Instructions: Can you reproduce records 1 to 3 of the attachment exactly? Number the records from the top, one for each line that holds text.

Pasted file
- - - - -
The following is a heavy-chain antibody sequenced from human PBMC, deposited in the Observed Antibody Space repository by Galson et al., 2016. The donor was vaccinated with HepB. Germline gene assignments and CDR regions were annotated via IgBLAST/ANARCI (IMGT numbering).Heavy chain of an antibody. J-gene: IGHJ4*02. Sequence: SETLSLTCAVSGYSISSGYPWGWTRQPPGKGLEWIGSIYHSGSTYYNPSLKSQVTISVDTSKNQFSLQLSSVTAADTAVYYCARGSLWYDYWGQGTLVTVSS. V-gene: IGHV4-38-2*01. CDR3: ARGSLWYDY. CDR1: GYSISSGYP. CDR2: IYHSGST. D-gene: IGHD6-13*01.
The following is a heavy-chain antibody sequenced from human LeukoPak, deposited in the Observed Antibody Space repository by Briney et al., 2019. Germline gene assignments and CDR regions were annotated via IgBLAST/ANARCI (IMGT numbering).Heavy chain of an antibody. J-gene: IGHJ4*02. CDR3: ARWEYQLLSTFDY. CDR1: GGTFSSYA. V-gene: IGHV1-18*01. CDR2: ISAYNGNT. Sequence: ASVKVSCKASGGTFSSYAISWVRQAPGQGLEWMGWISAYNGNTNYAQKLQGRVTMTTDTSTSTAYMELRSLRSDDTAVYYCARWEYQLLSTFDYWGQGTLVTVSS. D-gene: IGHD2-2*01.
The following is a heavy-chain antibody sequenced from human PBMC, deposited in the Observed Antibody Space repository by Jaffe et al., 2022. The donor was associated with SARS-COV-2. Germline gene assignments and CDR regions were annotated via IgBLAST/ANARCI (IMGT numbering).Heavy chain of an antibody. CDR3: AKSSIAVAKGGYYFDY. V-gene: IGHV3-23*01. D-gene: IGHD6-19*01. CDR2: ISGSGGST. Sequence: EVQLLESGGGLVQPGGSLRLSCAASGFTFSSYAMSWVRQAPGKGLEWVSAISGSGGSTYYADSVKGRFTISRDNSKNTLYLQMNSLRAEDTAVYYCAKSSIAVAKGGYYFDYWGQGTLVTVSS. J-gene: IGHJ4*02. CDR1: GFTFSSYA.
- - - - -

The following is a heavy-chain antibody sequenced from human PBMC, deposited in the Observed Antibody Space repository by Galson et al., 2016. The donor was vaccinated with HepB. Germline gene assignments and CDR regions were annotated via IgBLAST/ANARCI (IMGT numbering).Heavy chain of an antibody. J-gene: IGHJ4*02. Sequence: SETLSLTCAVSGYSISSGYPWGWTRQPPGKGLEWIGSIYHSGSTYYNPSLKSQVTISVDTSKNQFSLQLSSVTAADTAVYYCARGSLWYDYWGQGTLVTVSS. V-gene: IGHV4-38-2*01. CDR3: ARGSLWYDY. CDR1: GYSISSGYP. CDR2: IYHSGST. D-gene: IGHD6-13*01.
The following is a heavy-chain antibody sequenced from human LeukoPak, deposited in the Observed Antibody Space repository by Briney et al., 2019. Germline gene assignments and CDR regions were annotated via IgBLAST/ANARCI (IMGT numbering).Heavy chain of an antibody. J-gene: IGHJ4*02. CDR3: ARWEYQLLSTFDY. CDR1: GGTFSSYA. V-gene: IGHV1-18*01. CDR2: ISAYNGNT. Sequence: ASVKVSCKASGGTFSSYAISWVRQAPGQGLEWMGWISAYNGNTNYAQKLQGRVTMTTDTSTSTAYMELRSLRSDDTAVYYCARWEYQLLSTFDYWGQGTLVTVSS. D-gene: IGHD2-2*01.
The following is a heavy-chain antibody sequenced from human PBMC, deposited in the Observed Antibody Space repository by Jaffe et al., 2022. The donor was associated with SARS-COV-2. Germline gene assignments and CDR regions were annotated via IgBLAST/ANARCI (IMGT numbering).Heavy chain of an antibody. CDR3: AKSSIAVAKGGYYFDY. V-gene: IGHV3-23*01. D-gene: IGHD6-19*01. CDR2: ISGSGGST. Sequence: EVQLLESGGGLVQPGGSLRLSCAASGFTFSSYAMSWVRQAPGKGLEWVSAISGSGGSTYYADSVKGRFTISRDNSKNTLYLQMNSLRAEDTAVYYCAKSSIAVAKGGYYFDYWGQGTLVTVSS. J-gene: IGHJ4*02. CDR1: GFTFSSYA.